AMICC believes strongly in the power of the International Criminal Court (ICC) to promote fundamental human rights and the foundational American principles of liberty and justice for all people worldwide. It is our firm belief that full American participation in the ICC and subsequent ratification of the Rome Statute will both enhance the aims of the court and help bring to fruition the vision of our United States. We take pride in the historic role of the US in promoting the development of international criminal law.


AMICC operates as the cornerstone for a coalition of non-profit member organizations and local alliances who are similarly dedicated to American participation in the ICC. We share in common the conviction that perpetrators of atrocities must be held accountable by the international community and that victims of these terrible crimes deserve justice. Through our advocacy and educational work, AMICC seeks to build upon and mobilize the existing American public support for the Court.





AMICC was founded in 2001 by John L. Washburn, a former US diplomat and United Nations official, with lifelong experience in international and political affairs. A Harvard Law graduate and a member of the D.C Bar, Washburn's long career in law, public service and diplomacy led him eventually to found AMICC to help strengthen the foundations of the movement for international justice here in the United States.


Washburn was present at the signing of the Rome Statute in 1998, and in 2010 at the Kampala Conference. Since that time, AMICC has attended all of the official yearly meetings for the ICC's Assembly of State Parties, and has pioneered and facilitated American NGO participation in the ICC.






AMICC members have concluded that the best way to achieve their goal is to work together as a coalition to combine their diverse membership, resources, and experience in a nationwide campaign. This allows for the coordination of efforts and the pooling of expertise and resources. The diversity of AMICC's membership organizations reflects the diverse interests the Court addresses. Participation as an AMICC member does not require a financial contribution, but is instead based on a collective dedication to the Coalition's campaign for full United States participation in the ICC.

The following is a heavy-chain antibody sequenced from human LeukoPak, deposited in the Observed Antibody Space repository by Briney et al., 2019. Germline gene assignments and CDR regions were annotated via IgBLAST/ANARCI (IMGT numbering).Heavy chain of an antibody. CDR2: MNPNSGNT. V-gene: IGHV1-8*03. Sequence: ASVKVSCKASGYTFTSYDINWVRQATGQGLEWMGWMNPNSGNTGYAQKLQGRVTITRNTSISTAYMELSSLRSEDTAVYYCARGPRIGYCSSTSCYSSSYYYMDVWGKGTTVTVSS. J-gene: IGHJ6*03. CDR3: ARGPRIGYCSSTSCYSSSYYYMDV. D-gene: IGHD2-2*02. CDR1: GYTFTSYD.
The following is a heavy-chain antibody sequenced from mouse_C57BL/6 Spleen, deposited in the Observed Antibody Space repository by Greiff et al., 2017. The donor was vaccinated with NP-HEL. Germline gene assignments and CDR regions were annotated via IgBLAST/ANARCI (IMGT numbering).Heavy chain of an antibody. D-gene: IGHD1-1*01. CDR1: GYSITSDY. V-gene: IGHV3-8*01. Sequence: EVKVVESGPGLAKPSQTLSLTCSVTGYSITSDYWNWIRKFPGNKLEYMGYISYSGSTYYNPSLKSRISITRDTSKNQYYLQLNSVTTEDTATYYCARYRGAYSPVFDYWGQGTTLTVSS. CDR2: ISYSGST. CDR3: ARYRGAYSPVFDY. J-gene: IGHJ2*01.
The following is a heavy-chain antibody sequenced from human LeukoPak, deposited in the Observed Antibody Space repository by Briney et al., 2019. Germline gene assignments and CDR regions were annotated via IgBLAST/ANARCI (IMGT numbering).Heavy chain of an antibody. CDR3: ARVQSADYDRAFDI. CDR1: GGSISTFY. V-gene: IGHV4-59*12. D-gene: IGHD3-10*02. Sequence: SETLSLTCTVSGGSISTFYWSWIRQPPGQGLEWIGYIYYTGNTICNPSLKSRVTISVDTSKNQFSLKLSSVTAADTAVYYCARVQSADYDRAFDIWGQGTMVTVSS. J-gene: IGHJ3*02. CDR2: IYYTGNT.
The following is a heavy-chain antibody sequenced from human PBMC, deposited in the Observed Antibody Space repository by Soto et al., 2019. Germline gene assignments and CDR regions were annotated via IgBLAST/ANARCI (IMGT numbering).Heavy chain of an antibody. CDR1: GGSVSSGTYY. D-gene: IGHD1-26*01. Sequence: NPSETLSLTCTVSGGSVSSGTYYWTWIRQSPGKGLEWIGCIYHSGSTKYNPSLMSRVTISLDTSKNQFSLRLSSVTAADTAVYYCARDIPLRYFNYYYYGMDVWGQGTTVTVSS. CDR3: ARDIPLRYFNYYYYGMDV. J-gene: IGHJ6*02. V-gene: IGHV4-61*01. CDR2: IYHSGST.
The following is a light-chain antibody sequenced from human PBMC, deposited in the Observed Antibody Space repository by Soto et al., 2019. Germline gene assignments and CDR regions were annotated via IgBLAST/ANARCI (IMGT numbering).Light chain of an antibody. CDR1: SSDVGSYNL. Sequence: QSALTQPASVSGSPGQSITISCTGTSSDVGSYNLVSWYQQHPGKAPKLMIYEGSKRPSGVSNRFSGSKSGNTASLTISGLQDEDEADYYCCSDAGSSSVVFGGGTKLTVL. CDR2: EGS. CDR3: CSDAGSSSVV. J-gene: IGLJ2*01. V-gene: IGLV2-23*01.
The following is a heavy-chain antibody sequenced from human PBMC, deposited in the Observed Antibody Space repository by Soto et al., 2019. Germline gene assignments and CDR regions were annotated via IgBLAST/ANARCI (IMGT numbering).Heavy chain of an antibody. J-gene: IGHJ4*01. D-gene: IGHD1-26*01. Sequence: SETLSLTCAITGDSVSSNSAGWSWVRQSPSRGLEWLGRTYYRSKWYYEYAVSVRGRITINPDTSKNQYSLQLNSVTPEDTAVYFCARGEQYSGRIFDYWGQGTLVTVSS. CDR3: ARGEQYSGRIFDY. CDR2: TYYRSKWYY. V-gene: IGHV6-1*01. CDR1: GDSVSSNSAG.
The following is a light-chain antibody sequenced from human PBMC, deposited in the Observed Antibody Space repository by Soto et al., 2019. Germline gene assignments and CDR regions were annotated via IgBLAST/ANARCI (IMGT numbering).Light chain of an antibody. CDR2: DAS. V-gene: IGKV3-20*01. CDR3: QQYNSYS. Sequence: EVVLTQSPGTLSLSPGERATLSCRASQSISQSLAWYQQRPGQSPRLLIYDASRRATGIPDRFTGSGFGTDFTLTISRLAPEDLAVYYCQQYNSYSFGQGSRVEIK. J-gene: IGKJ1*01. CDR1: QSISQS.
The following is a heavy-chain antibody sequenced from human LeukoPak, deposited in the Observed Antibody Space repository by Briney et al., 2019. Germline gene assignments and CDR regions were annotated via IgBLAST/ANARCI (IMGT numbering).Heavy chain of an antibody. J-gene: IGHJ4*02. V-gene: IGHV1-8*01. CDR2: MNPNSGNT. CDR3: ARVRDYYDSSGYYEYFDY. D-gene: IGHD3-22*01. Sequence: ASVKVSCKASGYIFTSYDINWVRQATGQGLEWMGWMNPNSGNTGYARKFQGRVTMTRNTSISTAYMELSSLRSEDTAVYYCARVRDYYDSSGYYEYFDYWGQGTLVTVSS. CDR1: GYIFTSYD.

The Coalition has both national and local activities; it works to influence national policy and encourages grassroots activity in support of the Court as well. Members facilitate the formation of local alliances made up of interested individuals who support the participation of the US in the International Criminal Court. These groups combine their diverse constituencies to create local public awareness of and support for the importance of US cooperation in a strong ICC. These include bar associations, women's groups, human rights organizations, religious organizations, veterans' groups, students, young adults and others.


Initiatives that local alliances may promote include:


  • Education of the public and members of local government on matters of international justice through the organization of public discussions, the distribution of fliers, demonstrations, and briefings to members of local organizations;


  • Educational campaigns in schools and community centers to spread awareness for and counter misinformation about the Court;


  • Polling of local districts to gauge public opinion and levels of support for the ICC


  • Work with local congressional and state legislative offices;


  • Promotion of regular media coverage of developments related to the Court and of the benefits of United States' participation; and


  • Organization of academic seminars and conferences in collaboration with law schools and university departments of international relations with leading law experts, state legislators, journalists, and internationally recognized experts.